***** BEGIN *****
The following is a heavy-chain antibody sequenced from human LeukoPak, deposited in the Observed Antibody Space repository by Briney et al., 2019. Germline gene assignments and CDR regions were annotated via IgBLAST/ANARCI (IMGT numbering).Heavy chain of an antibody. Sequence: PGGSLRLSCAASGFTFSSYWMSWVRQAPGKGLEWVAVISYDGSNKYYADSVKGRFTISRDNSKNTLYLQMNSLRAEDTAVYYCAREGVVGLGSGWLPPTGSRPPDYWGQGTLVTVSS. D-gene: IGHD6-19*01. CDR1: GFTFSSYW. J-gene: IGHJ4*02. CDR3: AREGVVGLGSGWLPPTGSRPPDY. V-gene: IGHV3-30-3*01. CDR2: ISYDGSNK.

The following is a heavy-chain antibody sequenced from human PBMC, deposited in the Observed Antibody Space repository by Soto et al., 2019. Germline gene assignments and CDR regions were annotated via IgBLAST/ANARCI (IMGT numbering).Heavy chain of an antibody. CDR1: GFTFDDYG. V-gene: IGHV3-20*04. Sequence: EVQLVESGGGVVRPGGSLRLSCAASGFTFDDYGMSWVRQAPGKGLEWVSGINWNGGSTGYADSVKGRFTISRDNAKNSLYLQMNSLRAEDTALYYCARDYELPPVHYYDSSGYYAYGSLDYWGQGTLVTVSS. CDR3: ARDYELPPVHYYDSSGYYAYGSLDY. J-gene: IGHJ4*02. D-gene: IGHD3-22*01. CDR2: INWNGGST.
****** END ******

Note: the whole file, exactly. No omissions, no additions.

The following is a heavy-chain antibody sequenced from human LeukoPak, deposited in the Observed Antibody Space repository by Briney et al., 2019. Germline gene assignments and CDR regions were annotated via IgBLAST/ANARCI (IMGT numbering).Heavy chain of an antibody. Sequence: PGGSLRLSCAASGFTFSSYWMSWVRQAPGKGLEWVAVISYDGSNKYYADSVKGRFTISRDNSKNTLYLQMNSLRAEDTAVYYCAREGVVGLGSGWLPPTGSRPPDYWGQGTLVTVSS. D-gene: IGHD6-19*01. CDR1: GFTFSSYW. J-gene: IGHJ4*02. CDR3: AREGVVGLGSGWLPPTGSRPPDY. V-gene: IGHV3-30-3*01. CDR2: ISYDGSNK.

The following is a heavy-chain antibody sequenced from human PBMC, deposited in the Observed Antibody Space repository by Soto et al., 2019. Germline gene assignments and CDR regions were annotated via IgBLAST/ANARCI (IMGT numbering).Heavy chain of an antibody. CDR1: GFTFDDYG. V-gene: IGHV3-20*04. Sequence: EVQLVESGGGVVRPGGSLRLSCAASGFTFDDYGMSWVRQAPGKGLEWVSGINWNGGSTGYADSVKGRFTISRDNAKNSLYLQMNSLRAEDTALYYCARDYELPPVHYYDSSGYYAYGSLDYWGQGTLVTVSS. CDR3: ARDYELPPVHYYDSSGYYAYGSLDY. J-gene: IGHJ4*02. D-gene: IGHD3-22*01. CDR2: INWNGGST.